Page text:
10 / 24 / 16

The Differences Between Hair Loss and Cancer Treatments?

A common side effect of cancer treatments is hair loss. And it might be something that you’re encountering if you have breast cancer. Chemotherapy and radiation both cause balding but not in the same way. Odds are you’ll be prescribed either chemo or radiation, so understanding the impacts they have in connection with hair loss can be helpful.


Chemotherapy is a cancer treatment designed to decimate malignancy cells and prevent them from reproducing. Chemotherapy targets the cancer cells, which typically split at a rapid pace. Tragically, your hair follicles also rapidly divide and fall under its radar so the chemo often destroys them too.

Since chemotherapy drugs flow all through your whole body, all of your body hair may fall out. Your hair starts to fall out around two to four weeks after your first treatment and proceeds until it is complete. It’s typically not permanent.

A few weeks after the end of your chemotherapy your new hair starts to develop, and by two months it may grow an inch or two. Sometimes the texture and shade might be different than before your treatment. The hair on top of your head will grow back faster than your other body hair. Eyebrows and eyelashes typically grow back quickly as well.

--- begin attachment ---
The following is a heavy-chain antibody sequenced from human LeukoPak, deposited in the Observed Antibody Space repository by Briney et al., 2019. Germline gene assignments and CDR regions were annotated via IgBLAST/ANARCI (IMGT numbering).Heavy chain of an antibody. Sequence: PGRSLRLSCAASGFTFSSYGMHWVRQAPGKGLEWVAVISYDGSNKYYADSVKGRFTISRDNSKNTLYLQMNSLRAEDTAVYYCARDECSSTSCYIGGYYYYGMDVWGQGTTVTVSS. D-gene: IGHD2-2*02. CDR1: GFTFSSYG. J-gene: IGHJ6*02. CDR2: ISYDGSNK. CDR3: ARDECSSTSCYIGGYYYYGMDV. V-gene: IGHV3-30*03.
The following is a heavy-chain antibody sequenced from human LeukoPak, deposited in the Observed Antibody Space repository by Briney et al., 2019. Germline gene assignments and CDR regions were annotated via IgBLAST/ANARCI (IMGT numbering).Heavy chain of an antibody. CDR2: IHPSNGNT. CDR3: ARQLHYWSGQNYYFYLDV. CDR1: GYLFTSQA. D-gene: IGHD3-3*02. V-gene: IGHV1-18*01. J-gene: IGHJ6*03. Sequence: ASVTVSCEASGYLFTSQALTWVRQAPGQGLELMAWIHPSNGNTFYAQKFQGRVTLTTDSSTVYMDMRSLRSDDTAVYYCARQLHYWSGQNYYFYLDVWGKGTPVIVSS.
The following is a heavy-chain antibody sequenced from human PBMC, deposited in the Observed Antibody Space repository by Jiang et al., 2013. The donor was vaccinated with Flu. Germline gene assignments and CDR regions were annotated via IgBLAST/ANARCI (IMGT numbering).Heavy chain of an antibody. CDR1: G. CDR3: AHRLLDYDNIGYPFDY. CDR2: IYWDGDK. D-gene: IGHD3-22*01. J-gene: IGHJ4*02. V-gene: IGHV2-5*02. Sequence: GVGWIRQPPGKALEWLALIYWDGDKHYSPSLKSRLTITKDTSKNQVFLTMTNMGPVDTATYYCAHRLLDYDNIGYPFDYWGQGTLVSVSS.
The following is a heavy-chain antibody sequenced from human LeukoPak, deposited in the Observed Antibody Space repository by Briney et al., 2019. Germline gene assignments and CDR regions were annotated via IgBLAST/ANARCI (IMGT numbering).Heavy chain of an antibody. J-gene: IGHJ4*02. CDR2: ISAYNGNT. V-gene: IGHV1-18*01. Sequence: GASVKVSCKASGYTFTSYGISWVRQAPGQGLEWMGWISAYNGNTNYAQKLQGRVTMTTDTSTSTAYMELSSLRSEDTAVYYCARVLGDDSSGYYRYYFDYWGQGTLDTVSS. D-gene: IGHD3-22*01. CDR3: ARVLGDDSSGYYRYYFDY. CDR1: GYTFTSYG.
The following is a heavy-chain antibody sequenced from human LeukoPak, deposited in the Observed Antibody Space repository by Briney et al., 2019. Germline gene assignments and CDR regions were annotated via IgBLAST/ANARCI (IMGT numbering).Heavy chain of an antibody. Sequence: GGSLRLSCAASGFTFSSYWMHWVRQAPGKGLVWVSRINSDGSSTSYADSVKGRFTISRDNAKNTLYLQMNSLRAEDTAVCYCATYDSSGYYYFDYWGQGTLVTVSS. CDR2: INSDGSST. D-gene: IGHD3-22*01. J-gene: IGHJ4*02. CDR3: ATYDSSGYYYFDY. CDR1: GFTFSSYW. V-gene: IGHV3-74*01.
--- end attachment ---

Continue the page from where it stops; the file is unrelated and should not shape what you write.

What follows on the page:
Other cancer treatments like radiation destroy disease cells by harming their DNA to the extent that the cells cannot work anymore. Not at all like chemotherapy, it doesn’t target particular cells and will harm healthy cells too. Consequently, radiation is focused on particular regions, and your hair loss may be confined to those regions.

When breast cancer that hasn’t spread is treated with radiation the hair loss is usually confined to the armpit. When the cancer spreads beyond the breast, hair loss due to radiation can show up wherever treatment is coordinated.

Radiation hair loss starts around three weeks from the beginning of your radiation treatment, and regrowth happens at around three to six months after treatment culmination.

Despite the fact that cancer treatment related balding is generally not permanent, losing your hair can be extremely troublesome for women. It can be beneficial to join a supportive care group to associate with others struggling with a similar experience. Treat yourself to shopping trips for extravagance things, for example, fancy headscarves. You can also use this opportunity to play around with various haircuts and hues by trying on different wigs.

If you are fighting cancer and your cancer treatments are causing hair loss let us help you feel beautiful again. At Transitions of Wisconsin our highly trained professionals design your wig by recreating your natural hairstyle as closely as possible, so that no one will notice a difference from your real hair. If you’re interested in scheduling a free consultation, contact us today!